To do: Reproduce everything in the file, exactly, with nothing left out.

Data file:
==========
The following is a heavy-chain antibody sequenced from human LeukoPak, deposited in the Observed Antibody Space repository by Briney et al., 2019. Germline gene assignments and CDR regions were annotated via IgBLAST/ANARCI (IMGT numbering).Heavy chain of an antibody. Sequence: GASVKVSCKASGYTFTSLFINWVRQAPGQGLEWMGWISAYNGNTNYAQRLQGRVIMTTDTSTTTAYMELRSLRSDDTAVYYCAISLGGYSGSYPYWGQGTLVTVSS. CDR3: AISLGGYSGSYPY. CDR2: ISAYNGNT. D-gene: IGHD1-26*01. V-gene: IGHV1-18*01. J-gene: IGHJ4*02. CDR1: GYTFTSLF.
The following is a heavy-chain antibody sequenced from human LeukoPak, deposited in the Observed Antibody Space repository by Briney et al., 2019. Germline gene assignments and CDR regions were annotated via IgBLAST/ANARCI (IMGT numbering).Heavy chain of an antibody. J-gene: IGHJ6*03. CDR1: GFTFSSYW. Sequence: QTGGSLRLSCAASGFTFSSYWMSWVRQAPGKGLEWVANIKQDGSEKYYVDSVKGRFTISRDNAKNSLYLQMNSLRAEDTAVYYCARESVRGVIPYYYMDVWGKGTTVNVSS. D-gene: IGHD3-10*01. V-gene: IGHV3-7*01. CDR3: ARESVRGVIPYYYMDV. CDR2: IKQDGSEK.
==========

The following is a heavy-chain antibody sequenced from human LeukoPak, deposited in the Observed Antibody Space repository by Briney et al., 2019. Germline gene assignments and CDR regions were annotated via IgBLAST/ANARCI (IMGT numbering).Heavy chain of an antibody. Sequence: GASVKVSCKASGYTFTSLFINWVRQAPGQGLEWMGWISAYNGNTNYAQRLQGRVIMTTDTSTTTAYMELRSLRSDDTAVYYCAISLGGYSGSYPYWGQGTLVTVSS. CDR3: AISLGGYSGSYPY. CDR2: ISAYNGNT. D-gene: IGHD1-26*01. V-gene: IGHV1-18*01. J-gene: IGHJ4*02. CDR1: GYTFTSLF.
The following is a heavy-chain antibody sequenced from human LeukoPak, deposited in the Observed Antibody Space repository by Briney et al., 2019. Germline gene assignments and CDR regions were annotated via IgBLAST/ANARCI (IMGT numbering).Heavy chain of an antibody. J-gene: IGHJ6*03. CDR1: GFTFSSYW. Sequence: QTGGSLRLSCAASGFTFSSYWMSWVRQAPGKGLEWVANIKQDGSEKYYVDSVKGRFTISRDNAKNSLYLQMNSLRAEDTAVYYCARESVRGVIPYYYMDVWGKGTTVNVSS. D-gene: IGHD3-10*01. V-gene: IGHV3-7*01. CDR3: ARESVRGVIPYYYMDV. CDR2: IKQDGSEK.